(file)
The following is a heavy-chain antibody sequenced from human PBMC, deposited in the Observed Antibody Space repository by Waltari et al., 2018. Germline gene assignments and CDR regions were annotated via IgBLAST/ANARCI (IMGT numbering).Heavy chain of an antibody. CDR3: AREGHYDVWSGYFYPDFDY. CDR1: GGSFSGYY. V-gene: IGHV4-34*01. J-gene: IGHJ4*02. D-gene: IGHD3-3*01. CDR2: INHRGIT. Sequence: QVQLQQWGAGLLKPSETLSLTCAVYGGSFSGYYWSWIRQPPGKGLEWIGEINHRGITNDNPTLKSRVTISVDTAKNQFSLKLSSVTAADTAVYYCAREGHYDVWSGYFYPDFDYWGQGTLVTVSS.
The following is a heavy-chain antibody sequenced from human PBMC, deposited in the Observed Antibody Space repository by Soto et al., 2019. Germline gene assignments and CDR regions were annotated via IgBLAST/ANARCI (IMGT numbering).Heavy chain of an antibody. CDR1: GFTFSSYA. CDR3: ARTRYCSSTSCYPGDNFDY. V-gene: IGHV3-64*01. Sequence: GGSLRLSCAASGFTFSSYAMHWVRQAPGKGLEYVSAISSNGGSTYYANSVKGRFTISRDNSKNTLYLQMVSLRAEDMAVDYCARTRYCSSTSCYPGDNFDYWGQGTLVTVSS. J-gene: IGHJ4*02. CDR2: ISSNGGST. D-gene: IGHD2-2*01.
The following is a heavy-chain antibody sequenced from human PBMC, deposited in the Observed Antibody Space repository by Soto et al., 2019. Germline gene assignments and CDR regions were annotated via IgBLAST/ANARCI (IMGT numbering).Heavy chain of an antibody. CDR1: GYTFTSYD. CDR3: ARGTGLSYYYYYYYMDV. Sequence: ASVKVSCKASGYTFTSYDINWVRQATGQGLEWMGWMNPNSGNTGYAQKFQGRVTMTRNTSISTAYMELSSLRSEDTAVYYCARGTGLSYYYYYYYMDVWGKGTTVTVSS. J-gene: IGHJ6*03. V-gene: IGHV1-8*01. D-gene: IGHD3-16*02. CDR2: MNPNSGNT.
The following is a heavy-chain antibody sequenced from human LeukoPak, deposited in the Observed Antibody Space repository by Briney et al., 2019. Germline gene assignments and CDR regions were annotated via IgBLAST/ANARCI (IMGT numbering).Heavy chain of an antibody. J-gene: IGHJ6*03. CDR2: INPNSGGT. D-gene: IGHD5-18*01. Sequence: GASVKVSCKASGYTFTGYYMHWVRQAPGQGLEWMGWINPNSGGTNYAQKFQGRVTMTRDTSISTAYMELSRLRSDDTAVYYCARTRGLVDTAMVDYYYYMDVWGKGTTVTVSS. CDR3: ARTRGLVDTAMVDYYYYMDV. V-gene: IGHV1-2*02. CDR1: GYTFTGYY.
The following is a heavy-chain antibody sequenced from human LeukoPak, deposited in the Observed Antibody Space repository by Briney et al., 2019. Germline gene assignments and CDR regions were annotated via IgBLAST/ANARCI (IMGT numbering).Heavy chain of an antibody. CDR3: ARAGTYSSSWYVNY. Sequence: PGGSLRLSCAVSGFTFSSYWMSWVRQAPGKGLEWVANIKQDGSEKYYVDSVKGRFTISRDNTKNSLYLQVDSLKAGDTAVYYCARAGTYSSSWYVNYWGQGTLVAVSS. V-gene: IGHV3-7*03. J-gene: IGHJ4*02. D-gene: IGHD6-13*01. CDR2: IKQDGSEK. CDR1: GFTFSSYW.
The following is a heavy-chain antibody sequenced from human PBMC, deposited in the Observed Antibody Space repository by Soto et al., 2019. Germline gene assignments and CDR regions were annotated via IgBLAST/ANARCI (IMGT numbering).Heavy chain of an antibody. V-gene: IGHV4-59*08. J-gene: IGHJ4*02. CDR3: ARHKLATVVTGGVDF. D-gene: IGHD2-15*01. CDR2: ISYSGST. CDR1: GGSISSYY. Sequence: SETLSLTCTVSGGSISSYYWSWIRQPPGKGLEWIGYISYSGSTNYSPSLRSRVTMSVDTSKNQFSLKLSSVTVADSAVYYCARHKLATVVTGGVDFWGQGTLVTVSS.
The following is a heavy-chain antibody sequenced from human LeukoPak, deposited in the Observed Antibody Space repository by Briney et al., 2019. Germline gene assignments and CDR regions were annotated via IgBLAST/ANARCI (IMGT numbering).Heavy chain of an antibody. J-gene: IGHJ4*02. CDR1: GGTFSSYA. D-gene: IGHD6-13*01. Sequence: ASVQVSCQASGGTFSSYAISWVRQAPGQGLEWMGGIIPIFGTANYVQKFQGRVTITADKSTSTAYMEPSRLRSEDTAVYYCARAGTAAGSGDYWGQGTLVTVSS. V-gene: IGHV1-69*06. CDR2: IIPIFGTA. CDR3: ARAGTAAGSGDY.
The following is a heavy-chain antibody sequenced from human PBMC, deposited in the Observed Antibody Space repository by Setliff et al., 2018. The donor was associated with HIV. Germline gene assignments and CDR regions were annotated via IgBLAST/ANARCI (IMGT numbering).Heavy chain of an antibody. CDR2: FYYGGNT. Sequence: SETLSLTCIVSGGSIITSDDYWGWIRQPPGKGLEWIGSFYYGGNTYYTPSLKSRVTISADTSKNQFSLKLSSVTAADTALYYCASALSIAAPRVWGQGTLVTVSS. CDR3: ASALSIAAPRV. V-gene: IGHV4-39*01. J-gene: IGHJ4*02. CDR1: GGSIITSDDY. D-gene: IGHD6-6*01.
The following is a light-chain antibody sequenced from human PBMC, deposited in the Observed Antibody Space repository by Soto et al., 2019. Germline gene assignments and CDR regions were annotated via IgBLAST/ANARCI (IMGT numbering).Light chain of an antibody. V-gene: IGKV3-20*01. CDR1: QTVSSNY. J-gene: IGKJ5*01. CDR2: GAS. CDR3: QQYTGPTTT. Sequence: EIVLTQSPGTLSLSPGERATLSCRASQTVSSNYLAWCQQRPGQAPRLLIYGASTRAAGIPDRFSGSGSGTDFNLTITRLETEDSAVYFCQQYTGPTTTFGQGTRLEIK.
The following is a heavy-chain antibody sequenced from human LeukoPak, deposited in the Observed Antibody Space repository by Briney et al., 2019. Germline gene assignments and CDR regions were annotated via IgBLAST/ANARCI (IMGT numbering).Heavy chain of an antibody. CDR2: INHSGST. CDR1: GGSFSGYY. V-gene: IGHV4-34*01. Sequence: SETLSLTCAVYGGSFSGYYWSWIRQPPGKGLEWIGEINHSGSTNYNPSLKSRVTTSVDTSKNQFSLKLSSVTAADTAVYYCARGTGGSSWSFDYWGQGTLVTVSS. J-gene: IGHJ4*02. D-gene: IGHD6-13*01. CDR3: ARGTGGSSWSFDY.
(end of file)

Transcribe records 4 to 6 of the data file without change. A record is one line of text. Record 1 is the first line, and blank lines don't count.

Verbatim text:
The following is a heavy-chain antibody sequenced from human LeukoPak, deposited in the Observed Antibody Space repository by Briney et al., 2019. Germline gene assignments and CDR regions were annotated via IgBLAST/ANARCI (IMGT numbering).Heavy chain of an antibody. J-gene: IGHJ6*03. CDR2: INPNSGGT. D-gene: IGHD5-18*01. Sequence: GASVKVSCKASGYTFTGYYMHWVRQAPGQGLEWMGWINPNSGGTNYAQKFQGRVTMTRDTSISTAYMELSRLRSDDTAVYYCARTRGLVDTAMVDYYYYMDVWGKGTTVTVSS. CDR3: ARTRGLVDTAMVDYYYYMDV. V-gene: IGHV1-2*02. CDR1: GYTFTGYY.
The following is a heavy-chain antibody sequenced from human LeukoPak, deposited in the Observed Antibody Space repository by Briney et al., 2019. Germline gene assignments and CDR regions were annotated via IgBLAST/ANARCI (IMGT numbering).Heavy chain of an antibody. CDR3: ARAGTYSSSWYVNY. Sequence: PGGSLRLSCAVSGFTFSSYWMSWVRQAPGKGLEWVANIKQDGSEKYYVDSVKGRFTISRDNTKNSLYLQVDSLKAGDTAVYYCARAGTYSSSWYVNYWGQGTLVAVSS. V-gene: IGHV3-7*03. J-gene: IGHJ4*02. D-gene: IGHD6-13*01. CDR2: IKQDGSEK. CDR1: GFTFSSYW.
The following is a heavy-chain antibody sequenced from human PBMC, deposited in the Observed Antibody Space repository by Soto et al., 2019. Germline gene assignments and CDR regions were annotated via IgBLAST/ANARCI (IMGT numbering).Heavy chain of an antibody. V-gene: IGHV4-59*08. J-gene: IGHJ4*02. CDR3: ARHKLATVVTGGVDF. D-gene: IGHD2-15*01. CDR2: ISYSGST. CDR1: GGSISSYY. Sequence: SETLSLTCTVSGGSISSYYWSWIRQPPGKGLEWIGYISYSGSTNYSPSLRSRVTMSVDTSKNQFSLKLSSVTVADSAVYYCARHKLATVVTGGVDFWGQGTLVTVSS.